The mortar weapon system has been around for decades and has proven its worth, time and again, in the field of in-direct fire. Such weapons proved critical in the offensives dotting both World Wars and continue to be showcased in every major army service today. The challenge to warplanners has always been in providing suitable and portable mortar systems for use at the infantry level and this eventually dictated design and inherent limitations.
Throughout World War 2, the United States Army replied on the M2 4.2 inch heavy mortar for heavy suppression of enemy positions. This system was in use by the service from 1943 until 1974. In the 1950s, thought turned to a newer, more modern weapon whose design was based on the practical experience garnered by crews in the Second World War. This entry of 1951 then became the M30 4.2".
Both systems were of 106.7mm caliber (107mm) but the newer model exhibited increased range and better accuracy. The end-product became a 670-pound system with a length of five feet. A crew of five was typical for proper function and, due to the weapon's size and weight, it was traditionally mounted on - and fired from - a carrier vehicle such as the M113 Armored Personnel Carrier (APC).
Design of the M30 fell to the United States Chemical Warfare Service. Both the earlier M2 and newer M30 were known by the nickname of "Four-Deuce" due to its caliber in inches (4.2). The M30 remains in service with a handful of operators today including Brazil, Greece, the Philippines and Saudi Arabia.
The M30's design arrangement is typical of mortar weapons in that the configuration relies on a basic launch tube, a baseplate, support structure and integral sighting device. It fires three distinct projectiles in five forms including two HE (High-Explosive) types (HE M329A1 and HE M329A2), a WP (White Phosphorous) round (WP M328A1) and two Illumination rounds (ILLUM M325A2 and ILLUM M335A2) out to ranges of 5,500 meters or more. Rate-of-fire is up to eighteen rounds-per-minute or three rounds sustained. Absolute maximum range is out to 6,850 meters. Controls along the support arm of the mounting hardware allow the operators to affect the weapon's elevation and traversal functions.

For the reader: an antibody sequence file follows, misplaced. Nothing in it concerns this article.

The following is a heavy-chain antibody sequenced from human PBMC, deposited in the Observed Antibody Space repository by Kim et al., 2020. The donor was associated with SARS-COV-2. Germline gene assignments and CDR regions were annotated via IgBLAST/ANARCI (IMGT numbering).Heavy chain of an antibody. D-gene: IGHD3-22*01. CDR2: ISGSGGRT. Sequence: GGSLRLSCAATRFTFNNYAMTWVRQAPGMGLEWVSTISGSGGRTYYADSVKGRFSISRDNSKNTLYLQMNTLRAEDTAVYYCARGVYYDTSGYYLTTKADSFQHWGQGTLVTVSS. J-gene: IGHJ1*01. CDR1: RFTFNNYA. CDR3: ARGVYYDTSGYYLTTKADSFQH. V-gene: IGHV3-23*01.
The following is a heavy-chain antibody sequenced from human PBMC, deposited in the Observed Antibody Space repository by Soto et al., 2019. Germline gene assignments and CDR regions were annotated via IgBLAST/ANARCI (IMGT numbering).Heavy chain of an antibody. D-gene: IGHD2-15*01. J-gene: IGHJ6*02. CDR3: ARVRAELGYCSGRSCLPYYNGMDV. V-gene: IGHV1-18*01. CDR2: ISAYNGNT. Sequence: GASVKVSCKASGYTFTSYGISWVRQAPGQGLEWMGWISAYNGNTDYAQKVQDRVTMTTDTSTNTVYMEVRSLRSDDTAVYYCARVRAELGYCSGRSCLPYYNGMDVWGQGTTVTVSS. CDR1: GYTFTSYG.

The M30 series saw combat service in the Korean War (1950-1953) and the Vietnam War (1955-1975).
Brazil; Greece; Philippines; Saudi Arabia; North Vietnam; South Vietnam; United States; Vietnam
(OPERATORS list includes past, present, and future operators when applicable)
Capable of suppressing enemy elements at range through direct or in-direct fire.
1,525 mm 60.04 in
1,525 mm 60.04 in
672.41 lb 305.00 kg
Integrated Optics Set.
Pin Actuated; Manual Operation
(Material presented above is for historical and entertainment value and should not be construed as usable for hardware restoration, maintenance, or general operation - always consult official manufacturer sources for such information)
Rounds / Feed
Single-Shot; Reusable Launch Tube.
*May not represent an exhuastive list; calibers are model-specific dependent, always consult official manufacturer sources. **Graphics not to actual size; not all cartridges may be represented visually; graphics intended for general reference only.
2,525 ft (770 m | 842 yd)
M30 - Base Series Designation
Ribbon graphics not necessarily indicative of actual historical campaign ribbons. Ribbons are clickable to their respective campaigns / operations.
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